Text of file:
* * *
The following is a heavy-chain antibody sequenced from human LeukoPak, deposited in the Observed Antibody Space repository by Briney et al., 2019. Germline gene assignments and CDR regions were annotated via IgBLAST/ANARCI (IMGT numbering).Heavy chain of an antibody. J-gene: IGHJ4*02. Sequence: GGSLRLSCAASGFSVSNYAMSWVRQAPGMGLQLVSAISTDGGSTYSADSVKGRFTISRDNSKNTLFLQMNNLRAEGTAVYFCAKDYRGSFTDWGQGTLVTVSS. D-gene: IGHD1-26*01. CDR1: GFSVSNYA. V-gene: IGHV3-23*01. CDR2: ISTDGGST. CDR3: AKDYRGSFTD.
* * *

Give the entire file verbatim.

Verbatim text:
The following is a heavy-chain antibody sequenced from human LeukoPak, deposited in the Observed Antibody Space repository by Briney et al., 2019. Germline gene assignments and CDR regions were annotated via IgBLAST/ANARCI (IMGT numbering).Heavy chain of an antibody. J-gene: IGHJ4*02. Sequence: GGSLRLSCAASGFSVSNYAMSWVRQAPGMGLQLVSAISTDGGSTYSADSVKGRFTISRDNSKNTLFLQMNNLRAEGTAVYFCAKDYRGSFTDWGQGTLVTVSS. D-gene: IGHD1-26*01. CDR1: GFSVSNYA. V-gene: IGHV3-23*01. CDR2: ISTDGGST. CDR3: AKDYRGSFTD.